GIFT GUIDE: Cheap stocking stuffers under $50

GIFT GUIDE: Cheap stocking stuffers under $50

Stocking Stuffers

Looking for a gift for your ‘Secret Santa’? Or just want to give another loved one a gift that doesn’t break your wallet? Don’t worry, we’re here to help with some cheap stocking stuffer gifts ideas that are all under $50.

And so you can do this at the very last minute if you have to, we’ve tried to limit this to what you can get in Australian stores – except for one item, but that’s because it’s a pretty hard to ignore in this gift guide.

For more Holiday Gifts, Guides and Reviews, just like this one, visit our Holiday Gift Guide hub or search for the hashtag #tgHGG.

GIANTmicrobes ($12.95)


It will be interesting to explain to your friends that you gave someone – as a Christmas gift – chlamydia or mad cow disease.

Don’t worry, we’re not talking about the actual disease. We’re referring to these little cute plush toys which can be used as education aides or just as a little ‘Secret Santa’ gift to your friend or co-worker. You can get them from the link below, and in university book stores, the CSIRO store, or any geek store (such as Minotaur). And yes, I really only added them to the guide because of the first sentence.


NERF N-Strike Elite Blaster ($12.99+)


Who doesn’t want to have a NERF battle in the park, the office, or at home? It’s probably best to have a couple of friends (and yourself) also having their own NERF guns, so you can immediately start; and spare darts.


32GB USB Flash Drive Bottle Opener ($25)


I’ll leave it to the product description to explain why: “Bring it to work, load it up with all your important files, and then bring it out to happy hour or back to your place for a few brewskis.” Enough said, really.


Hatching Twitter ($32.99/$19.99)


Written by the New York Times’ technology writer Nick Bilton, Hatching Twitter is all about the birth of Twitter and how the key players – as per the blurb – “ultimately struggled to manage the influence and power they have been handed”.

The book was suggested by fellow editor Chris Southcott, who messaged me today and said it was a “great read”. The book might not be for everyone – those who will likely be interested are those working in startups or in business.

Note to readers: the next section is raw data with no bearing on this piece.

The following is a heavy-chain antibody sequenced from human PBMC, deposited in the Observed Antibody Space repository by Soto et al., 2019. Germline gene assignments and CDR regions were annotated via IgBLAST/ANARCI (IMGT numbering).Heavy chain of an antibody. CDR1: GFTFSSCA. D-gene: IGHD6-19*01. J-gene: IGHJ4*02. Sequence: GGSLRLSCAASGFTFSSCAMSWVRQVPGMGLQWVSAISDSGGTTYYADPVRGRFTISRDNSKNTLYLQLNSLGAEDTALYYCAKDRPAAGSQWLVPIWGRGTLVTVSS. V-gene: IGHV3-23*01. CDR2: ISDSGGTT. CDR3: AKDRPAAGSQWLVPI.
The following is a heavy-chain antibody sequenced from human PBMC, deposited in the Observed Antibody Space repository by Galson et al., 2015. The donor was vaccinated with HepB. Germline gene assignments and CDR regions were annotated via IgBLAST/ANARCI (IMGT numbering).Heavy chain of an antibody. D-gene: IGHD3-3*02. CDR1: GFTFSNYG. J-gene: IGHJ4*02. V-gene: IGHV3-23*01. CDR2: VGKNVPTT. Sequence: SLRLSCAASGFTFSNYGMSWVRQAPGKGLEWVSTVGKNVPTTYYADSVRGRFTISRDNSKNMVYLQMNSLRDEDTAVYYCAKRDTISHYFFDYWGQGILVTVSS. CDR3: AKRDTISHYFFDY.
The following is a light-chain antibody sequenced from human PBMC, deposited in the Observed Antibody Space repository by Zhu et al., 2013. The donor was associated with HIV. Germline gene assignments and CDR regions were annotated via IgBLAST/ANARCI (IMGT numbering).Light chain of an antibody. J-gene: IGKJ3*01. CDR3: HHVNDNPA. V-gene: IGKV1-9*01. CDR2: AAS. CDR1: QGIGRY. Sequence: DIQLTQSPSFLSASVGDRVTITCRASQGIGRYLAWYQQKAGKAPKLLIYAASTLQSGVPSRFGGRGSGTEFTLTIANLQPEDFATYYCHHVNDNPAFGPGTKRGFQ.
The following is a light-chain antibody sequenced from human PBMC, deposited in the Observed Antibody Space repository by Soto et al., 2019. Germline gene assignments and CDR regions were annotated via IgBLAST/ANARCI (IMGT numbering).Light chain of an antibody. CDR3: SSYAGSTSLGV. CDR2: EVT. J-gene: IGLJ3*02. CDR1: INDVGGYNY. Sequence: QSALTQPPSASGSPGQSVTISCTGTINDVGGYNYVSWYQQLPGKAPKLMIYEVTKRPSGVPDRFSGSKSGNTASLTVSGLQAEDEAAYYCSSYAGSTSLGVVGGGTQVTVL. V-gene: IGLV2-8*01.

[Dymocks – Physical] / [Dymocks – Ebook]

Sony USB Portable Charger ($39.99)


Buying someone a battery pack these days is a nice little gift to give – you may never know when that opportunity arises when you need to charge your phone with no power source available. Sony’s entry-level USB Portable Charger may not definitely be the cheapest one, but its definitely pocketable. The lithium-ion battery has a capacity of 2800mAh – which should give you enough power for the rest of the day (and/or night).

[Sony Store]

Chromecast (US$35)


Alright, so its very limited to a select number of apps on your Android device – many of them not accessible (without some trickery) to Australians. And this product isn’t available in Australia just yet. However, this little device simply lets you easily send content from your phone or tablet to your television. It’s really easy to set up (plug it in a spare HDMI port) and, most importantly, it is cheap. Our good friends at Ausdroid have a guide in getting the Chromecast to your doorstep.

[Google Play]

SanDisk microSD card/SD cards


If you are going to give your loved ones a camera or smartphone, then it is probably a good idea that you also gift a spare SD card or microSD card respectively. I’ve been a big fan on SanDisk because they tend to be reliable. They are also a bit pricy, but I still prefer them because I have been previously had generic ones fail on me badly. The Extreme line of SanDisk SD cards are considered the best, with read/write speeds of 45MB/s – pretty much make them perfect for almost any camera and all smartphones.

Pricing varies depending on the retailer, but you can get a 16GB SD/microSD card for under $50.


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